December 31, 2019

I have a much more pleasant task at the end of this year than last – when stocks closed 2018 on a dismal note, with the S&P and Dow down about 6% for the year and the Russell 2000 down 12.2%. But now, since their intra-day lows on December 26, 2018, the Dow is up 31.6%, the S&P 500 is up 38.2%, and NASDAQ has risen from barely 6190 to 9006 (+45.5%) as of Friday, December 27. In the 130 months since March 2009, this bull market is up 387% from a beastly low of 666 to 3240 in the S&P 500. It’s the longest bull market in time, although not the largest gain in percentage terms, which goes to the 1990s bull, which gained 417%.

Now let me turn to the “defining event” or trend of the 2010s – like 9/11 or the 2008 financial crisis was to the previous decade, or the end of the Cold War and the rise of the Internet was to the 1990s. Quick: Name one or two defining events of the 2010s to rank with the gravity of previous decades. When I scanned five or six news services for their defining events of the decade now ending, they named (1) the capture and death of Osama bin Laden, (2) the election of Donald Trump, (3) Brexit, or (4) impeachment (neither consummated). They named various hurricanes, earthquakes, or disasters, but none out of the ordinary in historical terms.

Let’s face it: This past decade was only newsworthy because a half-dozen cable news networks are on the air 24/7 telling us that every trivial event is newsworthy – and sadly, quite a few nut cases came out of their caves to try to create a name for themselves by going out in a blaze of fire – but there was nothing like a Cold War ending, or Internet invention, or 9/11, or 2008 crisis. We had Greek bond bailouts, but Greece is a third-rate euro-economy. We also had “Occupy Wall Street” for a season, but it was much ado about nothing.

By comparison, the 1910s had World War I and a global flu epidemic, and the 1810s had the Napoleonic wars and our War of 1812. The 2010s had Anthony Weiner, AOC, and a non-stop parade of other media celebrities.

News That Defined the Decade Image

In economic terms, the 2010s were the Goldilocks decade. The 1980s delivered supercharged economic growth and the 1990s delivered the best decade ever in real stock market returns, while the opening decade of the New Millennium was the opposite – the worst decade ever, in terms of real total stock market returns. (The 1930s were a deflationary decade, so the losses were ameliorated by zero inflation and high dividends.)

On December 20, 2009, The Wall Street Journal confirmed this sad fact, writing, “Since the end of 1999, the Standard & Poor’s 500-stock index has lost an average of 3.3% a year on an inflation-adjusted basis, compared with a 1.8% average annual gain during the 1930s when deflation afflicted the economy, according to data compiled by Charles Jones, finance professor at North Carolina State University.”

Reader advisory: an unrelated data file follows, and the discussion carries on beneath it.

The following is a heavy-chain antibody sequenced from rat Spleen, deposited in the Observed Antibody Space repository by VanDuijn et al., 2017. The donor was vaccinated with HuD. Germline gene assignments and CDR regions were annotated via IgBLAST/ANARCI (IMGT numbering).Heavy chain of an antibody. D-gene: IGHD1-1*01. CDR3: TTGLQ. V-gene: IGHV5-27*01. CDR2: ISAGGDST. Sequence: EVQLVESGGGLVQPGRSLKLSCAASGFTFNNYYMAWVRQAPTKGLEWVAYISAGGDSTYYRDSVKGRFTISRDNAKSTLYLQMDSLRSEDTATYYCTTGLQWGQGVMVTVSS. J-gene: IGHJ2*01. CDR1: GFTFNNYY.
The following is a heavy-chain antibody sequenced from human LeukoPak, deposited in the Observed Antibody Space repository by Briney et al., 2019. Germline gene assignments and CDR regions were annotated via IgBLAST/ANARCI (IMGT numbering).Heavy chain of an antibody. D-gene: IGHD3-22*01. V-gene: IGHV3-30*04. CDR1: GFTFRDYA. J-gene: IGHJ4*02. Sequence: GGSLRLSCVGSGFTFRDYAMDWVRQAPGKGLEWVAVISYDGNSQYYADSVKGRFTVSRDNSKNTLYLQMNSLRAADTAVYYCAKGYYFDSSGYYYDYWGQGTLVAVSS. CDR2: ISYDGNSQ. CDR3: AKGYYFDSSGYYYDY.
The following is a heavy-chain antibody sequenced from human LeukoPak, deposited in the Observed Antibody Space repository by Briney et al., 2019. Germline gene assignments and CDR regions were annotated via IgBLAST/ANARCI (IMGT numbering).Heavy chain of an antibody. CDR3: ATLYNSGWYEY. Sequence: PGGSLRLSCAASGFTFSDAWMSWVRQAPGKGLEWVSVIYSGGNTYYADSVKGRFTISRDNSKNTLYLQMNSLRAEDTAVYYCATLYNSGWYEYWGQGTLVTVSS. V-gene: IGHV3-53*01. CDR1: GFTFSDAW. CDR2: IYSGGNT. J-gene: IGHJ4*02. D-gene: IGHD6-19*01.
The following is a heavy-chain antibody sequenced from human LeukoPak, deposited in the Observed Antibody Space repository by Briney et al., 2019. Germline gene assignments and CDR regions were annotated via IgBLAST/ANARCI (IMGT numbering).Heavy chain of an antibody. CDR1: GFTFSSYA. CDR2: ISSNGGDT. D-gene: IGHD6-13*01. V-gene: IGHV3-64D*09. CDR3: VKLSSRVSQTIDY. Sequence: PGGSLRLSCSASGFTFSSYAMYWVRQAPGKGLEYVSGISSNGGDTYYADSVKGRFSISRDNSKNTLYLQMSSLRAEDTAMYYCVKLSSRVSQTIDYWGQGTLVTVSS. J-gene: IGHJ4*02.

United States "Real" Gross Domestic Product Growth Bar Chart

Graphs are for illustrative and discussion purposes only. Please read important disclosures at the end of this commentary.

By contrast, the 2010 decade was a “Goldilocks” decade, with moderate GDP growth and moderate stock market gains, the 4th best stock market gains in the Dow’s 12-decade history. We have been able to sustain the longest economic recovery, precisely because it has been a modest recovery with no great peaks or valleys.

The Dow’s “Long Wave” Points Toward Continued Growth in the 2020s

In the 90 years since the stock market crash of 1929, we’ve seen roughly five down and up periods of 18 years each, although the breakdown is not precise. The following logarithmic chart shows a down market from 1929 to 1946, then a long post-war bull market from 1946 to 1966, an inflationary bear market until 1982, then El Toro Grande for 18 years, 1982-2000, and then a vague starting date of green around 2013.

The market bottom was clearly March 6-9, 2009, but there were near-20% declines in the summer of 2011, January-February 2016, and December 2018, so you could date bull markets from those bottoms as well.

Dow Jones Industrial Average Structural Markets Chart

Graphs are for illustrative and discussion purposes only. Please read important disclosures at the end of this commentary.

If you wanted to slice market history into six fairly even 16-18-year periods, it’s amazing how different the returns would be, with the stock market only beginning to soar at the start of 2016, less than four years ago:

Market Cycle History Table

By most measures, the current bull market is approaching 11 years of age, so it may have about seven years left to reach the 18-year average length of the 1911-1929, 1947-1966, or 1982-2000 bull markets, but it may last even longer if you date its beginning later. We’ll take up that question in 2027. For now, enjoy the ride.

About The Author

Gary Alexander

Gary Alexander has been Senior Writer at Navellier since 2009.  He edits Navellier’s weekly Marketmail and writes a weekly Growth Mail column, in which he uses market history to support the case for growth stocks.  For the previous 20 years before joining Navellier, he was Senior Executive Editor at InvestorPlace Media (formerly Phillips Publishing), where he worked with several leading investment analysts, including Louis Navellier (since 1997), helping launch Louis Navellier’s Blue Chip Growth and Global Growth newsletters.

Prior to that, Gary edited Wealth Magazine and Gold Newsletter and wrote various investment research reports for Jefferson Financial in New Orleans in the 1980s.  He began his financial newsletter career with KCI Communications in 1980, where he served as consulting editor for Personal Finance newsletter while serving as general manager of KCI’s Alexandria House book division.  Before that, he covered the economics beat for news magazines. All content of “Growth Mail” represents the opinion of Gary Alexander